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Overall Objectives

(See chapter objectives for refinement of course objectives)

Knowledge (Declarative Knowledge)

By the end of this course should possess declarative knowledge about:
  1. The standards of cultural competency
  2. The legal and regulatory context of social work practice
  3. A wide variety of theories borrowed from psychology, sociology, political science, economics and moral philosophy and their applicability to social work practice
  4. How declarative knowledge leads to the enactment of a therapeutic or change process through procedural and tacit knowing.
  5. The desired end-goals of policy, advocacy, management, and community practice which are ideologically and value-based. e.g. normative and prescriptive
  6. How the practitioner"s use of self in clinical practice differs from the use of self needed for policy, advocacy, management and community practice
  7. Relationship as a key ingredient in therapeutic outcome
  8. Evidence-based social work practice
  9. Five models of clinical practice: the fiduciary model, crisis intervention, case advocacy, case management, and welfare services for children and families
  10. Therapy applied to individuals, families, and groups as a function of direct practice
  11. Four models of macro practice: the policy and program context of social welfare, crisis management, class advocacy, and the use of groups in 4 areas of macro practice: policy, advocacy, management and community practice
  12. Communication skills needed for clinical practice and those needed for policy, advocacy, management, and community practice.
  13. The limitations of a specific method, theory, or empirical finding
  14. The contra-indications of a theory, method, or empirically supported treatment
  15. Missteps and ruptures in the worker-client relationship
  16. The harmful effects of improperly applied practice models

Skills (Application of Knowledge- Procedural and Tacit Knowing)

By the end of this course you should demonstrate beginning competency in social work theory and practice by being able to:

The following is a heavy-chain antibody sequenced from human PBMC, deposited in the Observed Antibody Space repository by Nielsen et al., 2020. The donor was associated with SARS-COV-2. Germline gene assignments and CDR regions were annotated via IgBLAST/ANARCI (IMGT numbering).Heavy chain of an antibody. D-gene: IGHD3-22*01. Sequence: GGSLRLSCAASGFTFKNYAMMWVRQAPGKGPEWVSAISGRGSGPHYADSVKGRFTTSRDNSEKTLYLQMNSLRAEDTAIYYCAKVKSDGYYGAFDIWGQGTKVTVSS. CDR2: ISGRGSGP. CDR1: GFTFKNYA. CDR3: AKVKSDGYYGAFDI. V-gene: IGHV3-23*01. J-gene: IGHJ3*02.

1. Apply two skill sets: one for clinical practice and another for policy, advocacy, management and community practice
  2. Engage in the differential use of self; the art of healing in clinical practice, and the art of leadership in policy, advocacy, management and community practice
  3. Apply the standards of cultural competency to all areas of practice
  4. Conform to the legal statutes governing clinical and macro practice
  5. Establish an appropriate working relationship with all client systems
  6. Access and appraise (levels of evidence) the empirical evidence relevant to the case situation at hand, regardless of the system"s size
  7. Access and appraise (critical thinking) the multiple theories and methods relevant to each step of the decision hierarchy
  8. .
  9. Prioritize interventions for the case/situation at hand, using the steps of the decision tree
  10. Build a case-specific model of practice (treatment plan) using more than one theory or more than one method as warranted by the facts of the case or situation at hand
  11. Move from declarative knowledge to the enactment of an intervention through procedural and tacit knowing while under field supervision.
  12. Engage in ethical analysis and decision-making when ethical dilemmas occur
  13. Examine theories, methods, and evidence for underlying value-assumption and for their cultural relevance or bias
  14. Use communication skills and formats appropriate to each area of social work practice: clinical, policy, advocacy, management and community practice
  15. Become competent in the use of crisis intervention, crisis management, case management, case & class advocacy, therapy with individuals, families, and groups, and services delivery to recipients of child and family welfare.
  16. Become competent in managing the dynamics of social groups used or found in policy, advocacy, management and community practice.
  17. Exercise effective and ethical leadership (leader and led)

Values

  1. Respect different ways of knowing: faith, science, philosophical and moral reasoning
  2. Respect both direct and indirect practice as methods having value equal to one another and differential value in their proper or improper application.
  3. Appreciate the different skill sets required for direct and indirect practice
  4. Appreciate generalist practice as a framework that allows for open assessment of systems of different sizes, multiple theories, multiple methods, and appraisal of empirical evidence
  5. Respect the differences that may exist between personal, professional and client values
  6. Honor the legal and fiduciary context within which social work practice occurs
  7. Respect the regulatory and procedural context of agency-based policies and programs
  8. Adhere to the NASW code of Ethics and ethical decision-making processes; respect the importance of moral scrutiny
  9. .
  10. Commit to ethical and effective leadership (leader and led)
  11. Respect cultural differences and similarities
  12. Appreciate the linkage between research, theory and best practices.
  13. Respect the worth and dignity of all human beings and all client populations served by social work.
  14. Respect all venues of social work practice
  15. Respect the principles of democracy (deliberation, nondiscrimination, non-repression) as essential to rational discourse, critical thinking, and moral scrutiny.


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